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March 20, 2013
Sandia chemical engineer Nancy Jackson has worked in laboratories around the world to help ensure that chemicals are used safely and kept secure. The American Association for the Advancement of Science honored her with the 2013 Science Diplomacy Award. | Photo by Randy Montoya, Sandia National Lab.
Keeping Tabs on the World's Dangerous Chemicals

Sandia chemical engineer Nancy Jackson has worked in laboratories around the world to help ensure that chemicals are used safely and kept secure.

March 20, 2013
Inspection Report: INS-O-13-03

Inspection Report - Radiological Waste Operations in Area G at Los Alamos National Laboratory

March 15, 2013
Audit Report: OAS-M-13-02

Cooperative Research and Development Agreements at National Nuclear Security Administration Laboratories

March 7, 2013
A view of the new facility where transuranic waste will be repackaged at Los Alamos National Laboratory.
EM Opens New Waste Repackaging Facility at Laboratory

LOS ALAMOS, N.M. – EM has added another facility to its arsenal of waste repackaging capabilities at Los Alamos National Laboratory (LANL).

February 27, 2013
Hnin Khaing focuses on her work at WIPP Laboratories near Carlsbad, New Mexico
DOE National Analytical Management Program Draws Global Interest

CARLSBAD, N.M. – The National Analytical Management Program (NAMP), which coordinates analytical services and capabilities throughout DOE, has garnered global interest.

February 8, 2013
The first stage of the "zombie cell" only moderately heated, the cell is now pure silica and needed a gold coating for a scanning electron microscope to image it. | Photo courtesy of Sandia National Laboratories
Zombie Replicants to Outperform the Living

A new, simple technique coats a cell with a silica solution to form a near-perfect replica of its structure, so it can be used by researchers at higher temperatures and pressures.

February 8, 2013
At Sandia National Laboratories, researchers have developed pods that can survey and "taste" radioactive particles without exposing a human crew to nuclear hazards. The three pods, when attached to aerial vehicles, can collect and analyze airborne radioactive particles to track and source gases that can identify a nuclear bomb’s origins. Learn more about the <a href="" target="_blank">particulate-collection system</a>. | Photo courtesy of Randy Montoya/Sandia National Laboratories.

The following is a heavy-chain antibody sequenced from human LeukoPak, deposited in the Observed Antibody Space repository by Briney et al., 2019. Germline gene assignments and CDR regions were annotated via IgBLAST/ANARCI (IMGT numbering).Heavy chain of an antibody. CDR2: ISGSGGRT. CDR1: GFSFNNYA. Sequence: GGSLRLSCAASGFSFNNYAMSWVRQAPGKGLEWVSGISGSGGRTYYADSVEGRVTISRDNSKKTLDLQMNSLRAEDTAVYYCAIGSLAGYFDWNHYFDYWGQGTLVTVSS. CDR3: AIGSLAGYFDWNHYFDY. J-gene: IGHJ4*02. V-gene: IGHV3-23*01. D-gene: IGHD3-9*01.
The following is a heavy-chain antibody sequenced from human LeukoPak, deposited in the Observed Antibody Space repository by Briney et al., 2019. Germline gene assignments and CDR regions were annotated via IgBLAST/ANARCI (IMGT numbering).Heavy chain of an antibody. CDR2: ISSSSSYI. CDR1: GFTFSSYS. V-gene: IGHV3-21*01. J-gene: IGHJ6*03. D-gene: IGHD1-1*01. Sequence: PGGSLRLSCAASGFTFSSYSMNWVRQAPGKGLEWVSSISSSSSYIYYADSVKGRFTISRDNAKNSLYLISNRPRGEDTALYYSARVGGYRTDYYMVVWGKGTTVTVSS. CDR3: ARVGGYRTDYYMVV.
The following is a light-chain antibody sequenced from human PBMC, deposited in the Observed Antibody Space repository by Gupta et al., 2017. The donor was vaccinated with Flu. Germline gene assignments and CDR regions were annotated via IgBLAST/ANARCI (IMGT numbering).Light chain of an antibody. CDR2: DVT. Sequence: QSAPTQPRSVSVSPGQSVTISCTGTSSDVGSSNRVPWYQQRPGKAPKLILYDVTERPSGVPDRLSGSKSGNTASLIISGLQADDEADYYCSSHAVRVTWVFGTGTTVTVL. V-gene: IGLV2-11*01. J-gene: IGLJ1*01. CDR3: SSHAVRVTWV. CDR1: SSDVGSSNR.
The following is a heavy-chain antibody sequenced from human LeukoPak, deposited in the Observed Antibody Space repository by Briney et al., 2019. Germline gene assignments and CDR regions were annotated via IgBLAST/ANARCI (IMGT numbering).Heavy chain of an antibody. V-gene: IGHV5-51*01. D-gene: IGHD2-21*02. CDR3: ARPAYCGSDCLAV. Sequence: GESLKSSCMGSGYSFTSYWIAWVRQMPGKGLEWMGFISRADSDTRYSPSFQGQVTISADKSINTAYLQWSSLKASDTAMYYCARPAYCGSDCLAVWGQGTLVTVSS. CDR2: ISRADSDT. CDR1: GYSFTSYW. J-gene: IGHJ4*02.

Photo of the Week: What Do Airborne Radioactive Particles Taste Like?

Check out our favorite energy-related photos!

January 30, 2013
Transportation Tracking and Communication System users can now track shipments of radioactive materials and access transportation information on mobile devices.
Enhancements to System for Tracking Radioactive Waste Shipments Benefit Multiple Users

CARLSBAD, N.M. – EM’s Carlsbad Field Office (CBFO) recently deployed a new version of the Transportation Tracking and Communication System (TRANSCOM) that is compatible with mobile devices, including smartphones.

December 27, 2012
From left, EM Deputy Assistant Secretary for Waste Management Frank Marcinowski, San Ildefonso Pueblo Governor Terry Aguilar, Los Alamos County Council Chair Sharon Stover, New Mexico Governor Susana Martinez, Los Alamos Site Office Manager Kevin Smith, and Laboratory Director Charles McMillan applaud as the 1,000th shipment of waste leaves Los Alamos National Laboratory.
LANL Shatters Records in First Year of Accelerated TRU Waste Shipping Effort

LOS ALAMOS, N.M. – In the first year of accelerated transuranic (TRU) waste shipments, Los Alamos National Laboratory shattered its own record and became one of the largest shippers of this type of nuclear waste in the country.

“Our goal was to transport 184 shipments of waste during the first year of an accelerated schedule, and we surpassed that by nearly 60 shipments,” said Dan Cox, deputy associate director of environmental programs at the Lab.

Los Alamos’ previous record was 171 shipments, set last year.

December 26, 2012
Paul Taylor, right, and John Ludwigsen, center, both researchers with Sandia’s Terminal Ballistics Technology Department, and Corey Ford, a neurologist at the University of New Mexico's Health Sciences Center, discuss their research on traumatic brain injuries. | Photo by Randy Montoya
Helmets Designed by Supercomputers Help Warfighters at Home

These supercomputing applications are helping protect warfighters from the blast waves produced by explosions that cause traumatic brain injury (TBI).